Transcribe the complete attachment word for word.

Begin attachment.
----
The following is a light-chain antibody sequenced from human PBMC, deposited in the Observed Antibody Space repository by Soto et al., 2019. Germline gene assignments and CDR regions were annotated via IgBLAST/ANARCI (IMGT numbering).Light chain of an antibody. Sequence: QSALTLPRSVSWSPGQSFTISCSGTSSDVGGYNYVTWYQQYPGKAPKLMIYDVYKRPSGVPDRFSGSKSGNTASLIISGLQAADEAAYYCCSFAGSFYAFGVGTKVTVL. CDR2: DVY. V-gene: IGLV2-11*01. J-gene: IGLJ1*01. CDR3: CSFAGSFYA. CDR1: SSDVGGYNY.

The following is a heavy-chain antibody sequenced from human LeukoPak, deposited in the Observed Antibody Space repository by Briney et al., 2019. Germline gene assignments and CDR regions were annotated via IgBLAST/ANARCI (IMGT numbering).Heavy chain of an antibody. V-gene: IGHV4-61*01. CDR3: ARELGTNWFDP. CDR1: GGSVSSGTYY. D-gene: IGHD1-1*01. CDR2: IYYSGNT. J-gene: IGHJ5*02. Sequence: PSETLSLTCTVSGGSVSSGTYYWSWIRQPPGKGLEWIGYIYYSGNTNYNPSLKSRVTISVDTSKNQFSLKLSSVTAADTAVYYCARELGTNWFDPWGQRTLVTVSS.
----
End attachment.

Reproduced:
The following is a light-chain antibody sequenced from human PBMC, deposited in the Observed Antibody Space repository by Soto et al., 2019. Germline gene assignments and CDR regions were annotated via IgBLAST/ANARCI (IMGT numbering).Light chain of an antibody. Sequence: QSALTLPRSVSWSPGQSFTISCSGTSSDVGGYNYVTWYQQYPGKAPKLMIYDVYKRPSGVPDRFSGSKSGNTASLIISGLQAADEAAYYCCSFAGSFYAFGVGTKVTVL. CDR2: DVY. V-gene: IGLV2-11*01. J-gene: IGLJ1*01. CDR3: CSFAGSFYA. CDR1: SSDVGGYNY.

The following is a heavy-chain antibody sequenced from human LeukoPak, deposited in the Observed Antibody Space repository by Briney et al., 2019. Germline gene assignments and CDR regions were annotated via IgBLAST/ANARCI (IMGT numbering).Heavy chain of an antibody. V-gene: IGHV4-61*01. CDR3: ARELGTNWFDP. CDR1: GGSVSSGTYY. D-gene: IGHD1-1*01. CDR2: IYYSGNT. J-gene: IGHJ5*02. Sequence: PSETLSLTCTVSGGSVSSGTYYWSWIRQPPGKGLEWIGYIYYSGNTNYNPSLKSRVTISVDTSKNQFSLKLSSVTAADTAVYYCARELGTNWFDPWGQRTLVTVSS.